A Novel Non-Foster Broadband Patch Antenna

Stavros Koulouridis, Spyros Stefanopoulos
Microwave Communication Group, Electrical and Computer Engineering Dept University of Patras Patras, Greece koulouridis@ece.upatras.gr
Abstract— We propose a novel antenna matched with non-Foster circuit. A simple narrow resonant patch is transformed into a extremely broadband antenna (with impedance bandwidth less than -10dB) starting from an aperture size λ/30xλ/30 up to λ/13xλ/13. Patch is supported by a Rogers 6010 dielectric substrate. non-Foster circuits are added at a two-step procedure. First, an additional port is introduced inside the antenna and a series negative network is applied at that port. The topology and values of the elements are obtained from simple graphical formulas. As a result the real part of input impedance is greatly enhanced reaching values close to those of feeding network. At the second step negative matching is added at the input of the antenna to match the imaginary part of input impedance. Keywords- Negative circuitry; minimization; broadband; novel design technique

and increase stability are some options. We can also design and implement lossless matching networks for the tuning of the transistors [12] or we may need to alter the internal design of used amplifiers [13]. In this paper we propose a novel non-Foster design that has been produced from a technique that can tune a large number of different antenna types [14], [15] A port is appropriately added inside the antenna. Then negative circuits are appropriately introduced (negative capacitance and inductance) that, as shown, can greatly alter input impedance. Applied negative circuits permit to increase the very low radiation resistance values and significantly decrease the large antenna reactance that demonstrate at the low frequency regions (i.e. we put our focus on small antennas) Proposed approach can make non-Foster implementation straightforward for several antennas. Using the above technique we transform a simple narrow resonant patch into a very broadband antenna (with impedance bandwidth less than -10dB) starting from an aperture size λ/30xλ/30 up to λ/13xλ/13. Patch is supported by a Rogers 6010 dielectric substrate. II. REALIZED ANTENNA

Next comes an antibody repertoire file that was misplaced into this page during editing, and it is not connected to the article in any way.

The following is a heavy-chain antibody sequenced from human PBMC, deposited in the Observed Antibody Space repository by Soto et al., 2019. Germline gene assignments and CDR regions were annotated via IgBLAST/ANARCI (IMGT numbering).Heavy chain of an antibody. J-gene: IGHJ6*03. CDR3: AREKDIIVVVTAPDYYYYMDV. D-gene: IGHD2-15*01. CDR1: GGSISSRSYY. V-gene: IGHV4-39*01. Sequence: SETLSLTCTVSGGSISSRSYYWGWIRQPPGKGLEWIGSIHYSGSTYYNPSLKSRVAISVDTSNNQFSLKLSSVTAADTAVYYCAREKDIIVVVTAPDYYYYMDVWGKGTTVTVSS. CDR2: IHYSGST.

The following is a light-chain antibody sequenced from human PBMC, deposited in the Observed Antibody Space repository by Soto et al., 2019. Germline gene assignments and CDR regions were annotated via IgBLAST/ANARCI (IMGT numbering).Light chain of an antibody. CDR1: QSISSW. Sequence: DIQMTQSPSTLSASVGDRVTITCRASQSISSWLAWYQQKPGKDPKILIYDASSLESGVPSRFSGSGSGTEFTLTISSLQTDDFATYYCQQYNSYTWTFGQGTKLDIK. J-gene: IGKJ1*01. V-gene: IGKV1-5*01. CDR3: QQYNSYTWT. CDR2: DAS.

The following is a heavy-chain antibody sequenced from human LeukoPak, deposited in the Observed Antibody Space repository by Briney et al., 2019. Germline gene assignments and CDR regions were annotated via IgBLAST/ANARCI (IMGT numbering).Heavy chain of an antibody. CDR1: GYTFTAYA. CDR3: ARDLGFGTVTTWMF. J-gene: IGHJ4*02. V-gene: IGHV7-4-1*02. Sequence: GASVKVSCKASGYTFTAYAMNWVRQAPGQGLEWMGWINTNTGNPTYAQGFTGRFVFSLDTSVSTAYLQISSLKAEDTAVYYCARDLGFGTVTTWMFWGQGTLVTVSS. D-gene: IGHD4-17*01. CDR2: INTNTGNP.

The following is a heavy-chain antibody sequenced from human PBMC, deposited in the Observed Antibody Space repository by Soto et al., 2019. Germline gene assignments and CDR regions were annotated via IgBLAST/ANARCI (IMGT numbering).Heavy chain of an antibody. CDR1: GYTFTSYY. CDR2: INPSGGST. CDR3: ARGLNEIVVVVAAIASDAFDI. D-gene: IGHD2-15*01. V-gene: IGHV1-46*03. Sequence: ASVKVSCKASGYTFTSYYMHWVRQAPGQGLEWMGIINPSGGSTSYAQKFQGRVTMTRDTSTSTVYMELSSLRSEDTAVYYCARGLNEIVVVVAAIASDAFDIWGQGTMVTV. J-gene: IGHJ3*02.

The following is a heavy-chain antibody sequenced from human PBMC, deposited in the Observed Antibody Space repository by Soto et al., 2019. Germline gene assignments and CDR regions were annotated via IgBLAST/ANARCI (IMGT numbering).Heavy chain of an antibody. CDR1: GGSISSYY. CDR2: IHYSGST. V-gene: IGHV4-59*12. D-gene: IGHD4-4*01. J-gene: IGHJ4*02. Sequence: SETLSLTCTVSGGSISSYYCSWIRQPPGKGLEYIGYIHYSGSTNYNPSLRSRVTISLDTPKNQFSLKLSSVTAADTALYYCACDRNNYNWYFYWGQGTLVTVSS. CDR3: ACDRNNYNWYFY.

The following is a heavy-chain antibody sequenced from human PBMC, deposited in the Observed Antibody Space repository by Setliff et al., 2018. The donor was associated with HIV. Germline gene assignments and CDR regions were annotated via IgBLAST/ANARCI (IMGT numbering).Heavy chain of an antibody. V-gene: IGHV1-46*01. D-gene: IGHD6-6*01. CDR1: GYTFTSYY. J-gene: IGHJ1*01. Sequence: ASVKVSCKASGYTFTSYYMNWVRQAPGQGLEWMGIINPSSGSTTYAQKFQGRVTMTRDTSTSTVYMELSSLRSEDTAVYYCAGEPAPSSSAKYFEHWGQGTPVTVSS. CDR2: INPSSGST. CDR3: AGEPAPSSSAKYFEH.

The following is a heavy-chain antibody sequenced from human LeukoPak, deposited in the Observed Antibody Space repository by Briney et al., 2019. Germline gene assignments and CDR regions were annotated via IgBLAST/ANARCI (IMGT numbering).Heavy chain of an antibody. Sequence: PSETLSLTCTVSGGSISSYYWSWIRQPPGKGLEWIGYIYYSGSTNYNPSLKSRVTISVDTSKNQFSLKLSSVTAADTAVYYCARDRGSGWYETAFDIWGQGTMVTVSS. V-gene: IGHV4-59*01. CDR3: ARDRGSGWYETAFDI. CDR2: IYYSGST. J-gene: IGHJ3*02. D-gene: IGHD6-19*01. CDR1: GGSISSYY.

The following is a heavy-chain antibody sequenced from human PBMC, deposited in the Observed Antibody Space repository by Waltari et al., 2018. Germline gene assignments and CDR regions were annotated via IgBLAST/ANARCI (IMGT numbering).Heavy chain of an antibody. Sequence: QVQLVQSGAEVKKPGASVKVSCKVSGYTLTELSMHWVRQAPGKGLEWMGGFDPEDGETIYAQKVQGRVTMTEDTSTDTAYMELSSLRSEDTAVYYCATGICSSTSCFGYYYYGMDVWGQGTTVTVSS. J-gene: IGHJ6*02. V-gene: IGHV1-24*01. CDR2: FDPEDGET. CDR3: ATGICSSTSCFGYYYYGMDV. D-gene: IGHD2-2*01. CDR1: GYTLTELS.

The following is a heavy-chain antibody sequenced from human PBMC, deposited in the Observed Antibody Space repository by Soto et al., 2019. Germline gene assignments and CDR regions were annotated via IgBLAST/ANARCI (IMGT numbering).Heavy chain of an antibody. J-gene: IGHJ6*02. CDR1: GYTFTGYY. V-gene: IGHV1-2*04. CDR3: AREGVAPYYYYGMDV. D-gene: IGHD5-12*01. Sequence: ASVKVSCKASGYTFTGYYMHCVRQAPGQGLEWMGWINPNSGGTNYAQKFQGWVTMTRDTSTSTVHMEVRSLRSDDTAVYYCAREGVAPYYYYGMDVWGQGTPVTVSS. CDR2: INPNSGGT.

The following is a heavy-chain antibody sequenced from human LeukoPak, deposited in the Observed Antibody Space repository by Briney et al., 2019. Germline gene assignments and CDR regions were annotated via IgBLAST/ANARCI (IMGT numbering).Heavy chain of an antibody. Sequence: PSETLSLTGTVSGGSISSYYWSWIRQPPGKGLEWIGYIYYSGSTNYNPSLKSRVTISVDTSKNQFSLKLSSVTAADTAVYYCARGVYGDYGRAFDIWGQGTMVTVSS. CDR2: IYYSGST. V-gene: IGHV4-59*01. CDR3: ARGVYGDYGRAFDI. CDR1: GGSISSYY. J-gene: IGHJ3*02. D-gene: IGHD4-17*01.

I.

INTRODUCTION

Non-Foster matching has gained interest lately. It is true that there are several efforts to design and realize non-Foster networks [1]-[17]. Since the research efforts are continuously targeting antenna minimization it is natural that traditional techniques have reached their limits. Further transistor technology has advanced and many transistors have been proposed that present some stability at a relevant extended bandwidth. Since negative impedance realization is based on active elements transistor technology amelioration has given attractiveness to negative circuits. Negative circuits can very simply produce antennas that they are extremely broadband with low power consumption In order to realize negative networks one has to overcome a number of issues, the simpler of which being the active network topology. Biasing is sometimes needed as common ground between matched device and matching network can generate unwanted loop signals inside the systems and destroy the applied matching. Even if this is overcome, network stability is big issue. In other words one cannot stop at obtaining the topology but he/she should study the circuit from noise and stability point of view. While numerous non-Foster circuit realization have been proposed very few have been actually tested. Further, it is equally important to implement design techniques that will allow improvements in active elements characteristics [7]. Use of FET cascading to decrease the unwanted paracitics of the active elements [11] or transistor biasing [9] to decrease noise

A common patch antenna (see Fig. 1 and [14]) is employed. It has 3.25x3.25cm2 aperture and is printed on Rogers 6010 (εr=10.2) substrate. Its thickness is 5mm. Antenna calculated input impedance is given at Fig 2. As can be seen antenna has a narrow resonance at f=1.59GHz with 30 MHz -10dB impedance bandwidth. This is commonly expected. Naturally optimizing feeding positions, bandwidth could be somewhat enhanced, nevertheless this would not lead to significant changes to the general antenna performance. Further, if we tried to apply matching (either passive or negative) at the input we would not achieve much since radiation resistance is nearly zero away from the resonance. We can now select a second port inside the antenna to apply our technique. Position of second port can be seen in Fig. 1. As seen, port is placed at a symmetric point to the feeding in relation with the antenna center. According to discussed method [14], [15] we can calculate a load ZL that, when applied at the second port, could alter input impedance at will. In practice needed load is not realizable at a wide frequency band [14], [15]. However, restricting the frequency region of interest, for example below 1GHz, certain characteristics of ideal load can be reproduced to our benefit. Then a second